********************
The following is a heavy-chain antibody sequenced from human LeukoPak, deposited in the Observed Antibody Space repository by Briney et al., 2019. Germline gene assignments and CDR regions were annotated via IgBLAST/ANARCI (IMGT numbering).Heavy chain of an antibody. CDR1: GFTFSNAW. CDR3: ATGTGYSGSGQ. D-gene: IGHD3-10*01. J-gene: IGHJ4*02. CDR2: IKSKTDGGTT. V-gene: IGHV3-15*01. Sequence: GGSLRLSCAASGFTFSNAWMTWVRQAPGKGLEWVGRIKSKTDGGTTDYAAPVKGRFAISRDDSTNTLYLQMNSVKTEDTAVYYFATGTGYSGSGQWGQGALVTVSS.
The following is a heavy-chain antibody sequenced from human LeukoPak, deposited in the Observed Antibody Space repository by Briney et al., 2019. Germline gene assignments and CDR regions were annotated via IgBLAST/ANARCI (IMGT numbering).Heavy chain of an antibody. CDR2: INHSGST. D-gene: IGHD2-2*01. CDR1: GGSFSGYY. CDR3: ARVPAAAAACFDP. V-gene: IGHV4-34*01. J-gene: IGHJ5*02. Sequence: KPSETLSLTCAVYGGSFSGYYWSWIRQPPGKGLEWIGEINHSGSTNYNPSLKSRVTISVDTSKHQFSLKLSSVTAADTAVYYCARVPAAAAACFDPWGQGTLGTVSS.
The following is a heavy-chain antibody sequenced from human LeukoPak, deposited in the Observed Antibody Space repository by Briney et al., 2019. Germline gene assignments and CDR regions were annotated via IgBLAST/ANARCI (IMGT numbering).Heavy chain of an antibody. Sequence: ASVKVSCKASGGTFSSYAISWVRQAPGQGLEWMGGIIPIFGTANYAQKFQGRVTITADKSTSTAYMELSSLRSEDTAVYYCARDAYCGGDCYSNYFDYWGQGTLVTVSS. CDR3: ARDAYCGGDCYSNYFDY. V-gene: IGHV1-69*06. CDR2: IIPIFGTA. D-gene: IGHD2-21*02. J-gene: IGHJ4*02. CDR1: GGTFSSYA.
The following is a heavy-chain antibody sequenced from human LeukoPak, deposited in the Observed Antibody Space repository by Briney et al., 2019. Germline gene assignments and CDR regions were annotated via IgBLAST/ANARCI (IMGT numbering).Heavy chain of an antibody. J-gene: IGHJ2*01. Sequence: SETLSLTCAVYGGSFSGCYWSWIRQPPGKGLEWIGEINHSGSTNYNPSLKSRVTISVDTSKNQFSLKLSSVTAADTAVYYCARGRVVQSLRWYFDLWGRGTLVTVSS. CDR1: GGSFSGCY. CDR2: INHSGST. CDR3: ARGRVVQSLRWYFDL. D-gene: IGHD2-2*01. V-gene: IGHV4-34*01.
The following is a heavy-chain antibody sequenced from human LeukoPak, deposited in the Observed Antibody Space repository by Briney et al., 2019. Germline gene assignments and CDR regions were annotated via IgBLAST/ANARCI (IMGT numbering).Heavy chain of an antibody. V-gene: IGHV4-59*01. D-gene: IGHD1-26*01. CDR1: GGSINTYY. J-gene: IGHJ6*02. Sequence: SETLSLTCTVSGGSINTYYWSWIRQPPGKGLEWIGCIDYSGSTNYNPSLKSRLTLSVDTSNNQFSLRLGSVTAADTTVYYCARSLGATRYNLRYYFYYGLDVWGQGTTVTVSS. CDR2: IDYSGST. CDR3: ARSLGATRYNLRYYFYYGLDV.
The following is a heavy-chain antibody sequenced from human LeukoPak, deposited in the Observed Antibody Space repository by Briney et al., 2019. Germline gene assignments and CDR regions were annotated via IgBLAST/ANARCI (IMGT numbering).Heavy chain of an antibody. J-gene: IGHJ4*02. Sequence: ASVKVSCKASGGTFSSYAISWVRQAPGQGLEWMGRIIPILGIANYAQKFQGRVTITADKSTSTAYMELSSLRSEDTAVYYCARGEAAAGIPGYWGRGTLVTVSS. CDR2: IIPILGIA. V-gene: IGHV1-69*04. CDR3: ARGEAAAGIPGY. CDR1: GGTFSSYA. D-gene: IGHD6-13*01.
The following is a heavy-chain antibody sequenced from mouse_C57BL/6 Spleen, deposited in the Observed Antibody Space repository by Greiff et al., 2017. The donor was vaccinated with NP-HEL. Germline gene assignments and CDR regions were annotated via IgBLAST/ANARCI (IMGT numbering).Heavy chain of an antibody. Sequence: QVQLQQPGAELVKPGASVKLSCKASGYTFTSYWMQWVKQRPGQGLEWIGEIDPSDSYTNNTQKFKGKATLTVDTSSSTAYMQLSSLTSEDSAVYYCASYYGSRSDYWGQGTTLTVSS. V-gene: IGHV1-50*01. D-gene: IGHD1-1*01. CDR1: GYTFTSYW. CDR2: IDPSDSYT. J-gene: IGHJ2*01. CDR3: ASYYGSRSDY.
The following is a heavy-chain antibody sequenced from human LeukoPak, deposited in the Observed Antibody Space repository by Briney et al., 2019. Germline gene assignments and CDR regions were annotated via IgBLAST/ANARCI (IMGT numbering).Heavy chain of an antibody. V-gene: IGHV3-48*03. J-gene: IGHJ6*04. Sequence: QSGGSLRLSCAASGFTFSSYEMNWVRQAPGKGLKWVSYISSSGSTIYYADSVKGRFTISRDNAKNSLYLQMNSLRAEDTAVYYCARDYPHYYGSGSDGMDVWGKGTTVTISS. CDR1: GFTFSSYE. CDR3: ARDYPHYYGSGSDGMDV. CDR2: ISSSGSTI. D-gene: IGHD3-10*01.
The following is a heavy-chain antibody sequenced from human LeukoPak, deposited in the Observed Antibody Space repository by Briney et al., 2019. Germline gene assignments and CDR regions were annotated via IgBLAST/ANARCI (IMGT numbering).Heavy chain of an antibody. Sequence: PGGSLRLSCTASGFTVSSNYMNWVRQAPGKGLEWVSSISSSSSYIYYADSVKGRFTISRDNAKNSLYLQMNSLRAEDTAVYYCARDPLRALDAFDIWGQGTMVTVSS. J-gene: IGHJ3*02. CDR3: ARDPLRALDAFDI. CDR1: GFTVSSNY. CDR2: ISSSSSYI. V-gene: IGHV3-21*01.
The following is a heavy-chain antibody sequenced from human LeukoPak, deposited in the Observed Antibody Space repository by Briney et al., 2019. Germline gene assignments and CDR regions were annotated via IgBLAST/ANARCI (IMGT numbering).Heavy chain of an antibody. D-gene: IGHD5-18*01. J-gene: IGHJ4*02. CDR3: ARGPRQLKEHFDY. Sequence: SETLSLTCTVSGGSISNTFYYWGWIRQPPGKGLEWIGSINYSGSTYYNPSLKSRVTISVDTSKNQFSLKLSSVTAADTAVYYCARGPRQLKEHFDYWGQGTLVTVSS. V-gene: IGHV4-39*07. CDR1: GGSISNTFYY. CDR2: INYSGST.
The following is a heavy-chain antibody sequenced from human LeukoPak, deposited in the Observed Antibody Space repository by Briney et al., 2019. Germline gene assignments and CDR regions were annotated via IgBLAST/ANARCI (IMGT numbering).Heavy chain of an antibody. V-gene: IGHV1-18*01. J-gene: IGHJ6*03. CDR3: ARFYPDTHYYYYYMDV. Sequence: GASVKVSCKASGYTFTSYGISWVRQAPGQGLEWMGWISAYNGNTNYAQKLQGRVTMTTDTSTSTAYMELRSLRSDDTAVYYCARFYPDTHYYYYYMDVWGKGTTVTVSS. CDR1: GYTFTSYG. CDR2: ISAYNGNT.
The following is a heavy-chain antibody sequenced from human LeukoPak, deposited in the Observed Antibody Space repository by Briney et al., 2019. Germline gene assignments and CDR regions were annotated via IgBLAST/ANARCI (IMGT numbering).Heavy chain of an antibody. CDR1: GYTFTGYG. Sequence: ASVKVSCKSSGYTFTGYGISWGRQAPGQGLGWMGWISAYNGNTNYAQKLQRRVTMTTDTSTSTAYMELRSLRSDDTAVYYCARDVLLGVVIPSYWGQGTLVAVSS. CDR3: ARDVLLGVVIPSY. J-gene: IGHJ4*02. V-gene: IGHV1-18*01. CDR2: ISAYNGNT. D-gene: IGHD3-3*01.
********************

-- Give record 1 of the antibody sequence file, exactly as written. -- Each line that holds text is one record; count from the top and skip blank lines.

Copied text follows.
The following is a heavy-chain antibody sequenced from human LeukoPak, deposited in the Observed Antibody Space repository by Briney et al., 2019. Germline gene assignments and CDR regions were annotated via IgBLAST/ANARCI (IMGT numbering).Heavy chain of an antibody. CDR1: GFTFSNAW. CDR3: ATGTGYSGSGQ. D-gene: IGHD3-10*01. J-gene: IGHJ4*02. CDR2: IKSKTDGGTT. V-gene: IGHV3-15*01. Sequence: GGSLRLSCAASGFTFSNAWMTWVRQAPGKGLEWVGRIKSKTDGGTTDYAAPVKGRFAISRDDSTNTLYLQMNSVKTEDTAVYYFATGTGYSGSGQWGQGALVTVSS.